13 July 2015 Industry Update

Compulsory powers extended

FWBC has compulsory examination powers to help in its investigative work, which mean it can compel a person to come and give evidence in an investigation. These powers were due to expire at the end of May this year.

The Parliament has voted for FWBC to keep its compulsory examination powers for another two years.

Australian Competition and Consumer Commission (ACCC) and Australian Securities and Investments (ASIC) have similar powers.

FWBC’s examination powers are more restricted than some other Commonwealth bodies, and are only used as a last resort. There are numerous safeguards that exist to protect people called in to compulsory examinations.

 

What you need to know about FWBC’s compulsory examinations powers:

·         FWBC can only compel someone to give evidence if it has a reasonable belief that person has information relevant to a current investigation.
 

·         The FWBC must seek approval from a presidential member of the Administrative Appeals Tribunal (AAT) stating the reasons it wants to compel a person to give evidence.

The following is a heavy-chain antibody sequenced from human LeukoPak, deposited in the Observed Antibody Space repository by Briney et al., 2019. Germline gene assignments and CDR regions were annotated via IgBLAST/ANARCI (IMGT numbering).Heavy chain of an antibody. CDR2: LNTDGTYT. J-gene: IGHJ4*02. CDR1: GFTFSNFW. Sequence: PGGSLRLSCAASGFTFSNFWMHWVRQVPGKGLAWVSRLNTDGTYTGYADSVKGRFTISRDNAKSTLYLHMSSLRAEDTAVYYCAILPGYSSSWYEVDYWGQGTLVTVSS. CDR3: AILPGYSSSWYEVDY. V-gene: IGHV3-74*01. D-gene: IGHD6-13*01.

·         It is then up to the presidential member of the AAT to decide whether or not FWBC is allowed to use its compulsory powers to bring that person in as a witness to give evidence.
 

·         FWBC must give a person 14 days’ written notice to come in and give evidence.
 

·         Suspects of law breaking are never called to give evidence.
 

·         Information a witness provides in a compulsory examination cannot generally be used against them.
 

·         A witness can have a lawyer of their choosing at the compulsory examination.
 

·         FWBC pays for the witness’s legal costs in accordance with relevant legislation.
 

·         FWBC also pays for the witness’s reasonable out of pocket costs including travel and any lost income if they have to take time off work.
 

·         The witness is free to talk about the examination to others if they wish.
 

·         FWBC staff are banned from discussing the examination, to protect the witness. They face potential imprisonment if they do.
 

·         The FWBC Director has to report to the Commonwealth Ombudsman about every compulsory examination which takes place. This includes providing a video recording of the examination.
 

·         The Commonwealth Ombudsman reviews each report to make sure the examinations are being properly conducted and reports to the Parliament on this annually.

 

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